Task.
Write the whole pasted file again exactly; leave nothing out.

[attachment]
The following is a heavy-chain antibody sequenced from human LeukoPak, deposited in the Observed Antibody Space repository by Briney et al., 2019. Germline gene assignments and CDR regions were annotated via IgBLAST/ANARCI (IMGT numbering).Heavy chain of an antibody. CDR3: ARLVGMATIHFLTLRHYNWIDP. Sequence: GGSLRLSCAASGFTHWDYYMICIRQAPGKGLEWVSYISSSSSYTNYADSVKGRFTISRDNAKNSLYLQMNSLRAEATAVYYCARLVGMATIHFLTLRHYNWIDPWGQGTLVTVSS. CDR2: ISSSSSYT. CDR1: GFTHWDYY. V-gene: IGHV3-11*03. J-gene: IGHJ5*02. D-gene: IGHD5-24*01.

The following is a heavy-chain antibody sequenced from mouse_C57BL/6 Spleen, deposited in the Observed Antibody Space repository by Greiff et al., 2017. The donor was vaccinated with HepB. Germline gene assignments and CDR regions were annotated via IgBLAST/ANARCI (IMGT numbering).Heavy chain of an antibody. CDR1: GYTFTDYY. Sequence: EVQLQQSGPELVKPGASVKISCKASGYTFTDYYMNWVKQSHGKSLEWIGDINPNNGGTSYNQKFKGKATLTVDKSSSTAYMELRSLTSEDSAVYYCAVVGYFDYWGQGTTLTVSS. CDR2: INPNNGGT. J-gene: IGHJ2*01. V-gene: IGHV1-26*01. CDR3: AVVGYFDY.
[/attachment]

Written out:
The following is a heavy-chain antibody sequenced from human LeukoPak, deposited in the Observed Antibody Space repository by Briney et al., 2019. Germline gene assignments and CDR regions were annotated via IgBLAST/ANARCI (IMGT numbering).Heavy chain of an antibody. CDR3: ARLVGMATIHFLTLRHYNWIDP. Sequence: GGSLRLSCAASGFTHWDYYMICIRQAPGKGLEWVSYISSSSSYTNYADSVKGRFTISRDNAKNSLYLQMNSLRAEATAVYYCARLVGMATIHFLTLRHYNWIDPWGQGTLVTVSS. CDR2: ISSSSSYT. CDR1: GFTHWDYY. V-gene: IGHV3-11*03. J-gene: IGHJ5*02. D-gene: IGHD5-24*01.

The following is a heavy-chain antibody sequenced from mouse_C57BL/6 Spleen, deposited in the Observed Antibody Space repository by Greiff et al., 2017. The donor was vaccinated with HepB. Germline gene assignments and CDR regions were annotated via IgBLAST/ANARCI (IMGT numbering).Heavy chain of an antibody. CDR1: GYTFTDYY. Sequence: EVQLQQSGPELVKPGASVKISCKASGYTFTDYYMNWVKQSHGKSLEWIGDINPNNGGTSYNQKFKGKATLTVDKSSSTAYMELRSLTSEDSAVYYCAVVGYFDYWGQGTTLTVSS. CDR2: INPNNGGT. J-gene: IGHJ2*01. V-gene: IGHV1-26*01. CDR3: AVVGYFDY.